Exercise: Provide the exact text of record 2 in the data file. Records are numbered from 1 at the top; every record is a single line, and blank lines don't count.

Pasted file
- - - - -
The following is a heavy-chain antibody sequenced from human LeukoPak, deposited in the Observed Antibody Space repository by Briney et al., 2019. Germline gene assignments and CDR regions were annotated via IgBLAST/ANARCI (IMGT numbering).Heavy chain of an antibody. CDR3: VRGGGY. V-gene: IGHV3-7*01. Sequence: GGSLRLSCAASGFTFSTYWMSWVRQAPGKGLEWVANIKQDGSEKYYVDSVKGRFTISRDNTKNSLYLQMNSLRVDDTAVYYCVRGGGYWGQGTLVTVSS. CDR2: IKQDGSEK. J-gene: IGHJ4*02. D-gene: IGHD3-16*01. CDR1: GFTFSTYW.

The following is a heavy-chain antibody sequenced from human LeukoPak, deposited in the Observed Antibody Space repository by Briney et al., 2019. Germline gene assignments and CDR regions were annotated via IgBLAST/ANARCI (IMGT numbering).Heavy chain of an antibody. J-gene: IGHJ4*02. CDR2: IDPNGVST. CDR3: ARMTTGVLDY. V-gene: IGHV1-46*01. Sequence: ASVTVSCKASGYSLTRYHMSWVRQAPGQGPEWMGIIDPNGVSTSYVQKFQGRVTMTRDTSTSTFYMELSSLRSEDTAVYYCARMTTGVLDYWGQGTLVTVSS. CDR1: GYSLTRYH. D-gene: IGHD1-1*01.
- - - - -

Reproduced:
The following is a heavy-chain antibody sequenced from human LeukoPak, deposited in the Observed Antibody Space repository by Briney et al., 2019. Germline gene assignments and CDR regions were annotated via IgBLAST/ANARCI (IMGT numbering).Heavy chain of an antibody. J-gene: IGHJ4*02. CDR2: IDPNGVST. CDR3: ARMTTGVLDY. V-gene: IGHV1-46*01. Sequence: ASVTVSCKASGYSLTRYHMSWVRQAPGQGPEWMGIIDPNGVSTSYVQKFQGRVTMTRDTSTSTFYMELSSLRSEDTAVYYCARMTTGVLDYWGQGTLVTVSS. CDR1: GYSLTRYH. D-gene: IGHD1-1*01.